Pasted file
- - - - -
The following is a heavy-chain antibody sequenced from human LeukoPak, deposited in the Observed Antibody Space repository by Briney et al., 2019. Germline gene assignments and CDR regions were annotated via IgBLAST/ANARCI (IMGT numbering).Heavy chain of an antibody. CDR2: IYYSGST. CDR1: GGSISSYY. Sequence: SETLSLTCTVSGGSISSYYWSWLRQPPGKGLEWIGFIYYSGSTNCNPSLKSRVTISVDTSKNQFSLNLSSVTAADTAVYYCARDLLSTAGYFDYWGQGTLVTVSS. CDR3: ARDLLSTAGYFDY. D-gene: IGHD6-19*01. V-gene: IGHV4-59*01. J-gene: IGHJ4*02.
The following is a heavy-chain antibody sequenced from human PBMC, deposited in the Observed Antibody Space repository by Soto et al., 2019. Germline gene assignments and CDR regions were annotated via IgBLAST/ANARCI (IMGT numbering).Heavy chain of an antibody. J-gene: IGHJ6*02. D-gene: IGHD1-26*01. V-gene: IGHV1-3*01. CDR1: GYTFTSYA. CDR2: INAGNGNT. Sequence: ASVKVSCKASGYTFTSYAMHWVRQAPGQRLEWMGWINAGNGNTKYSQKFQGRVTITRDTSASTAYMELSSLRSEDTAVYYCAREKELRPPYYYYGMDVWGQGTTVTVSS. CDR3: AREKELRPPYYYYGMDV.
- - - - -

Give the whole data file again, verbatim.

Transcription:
The following is a heavy-chain antibody sequenced from human LeukoPak, deposited in the Observed Antibody Space repository by Briney et al., 2019. Germline gene assignments and CDR regions were annotated via IgBLAST/ANARCI (IMGT numbering).Heavy chain of an antibody. CDR2: IYYSGST. CDR1: GGSISSYY. Sequence: SETLSLTCTVSGGSISSYYWSWLRQPPGKGLEWIGFIYYSGSTNCNPSLKSRVTISVDTSKNQFSLNLSSVTAADTAVYYCARDLLSTAGYFDYWGQGTLVTVSS. CDR3: ARDLLSTAGYFDY. D-gene: IGHD6-19*01. V-gene: IGHV4-59*01. J-gene: IGHJ4*02.
The following is a heavy-chain antibody sequenced from human PBMC, deposited in the Observed Antibody Space repository by Soto et al., 2019. Germline gene assignments and CDR regions were annotated via IgBLAST/ANARCI (IMGT numbering).Heavy chain of an antibody. J-gene: IGHJ6*02. D-gene: IGHD1-26*01. V-gene: IGHV1-3*01. CDR1: GYTFTSYA. CDR2: INAGNGNT. Sequence: ASVKVSCKASGYTFTSYAMHWVRQAPGQRLEWMGWINAGNGNTKYSQKFQGRVTITRDTSASTAYMELSSLRSEDTAVYYCAREKELRPPYYYYGMDVWGQGTTVTVSS. CDR3: AREKELRPPYYYYGMDV.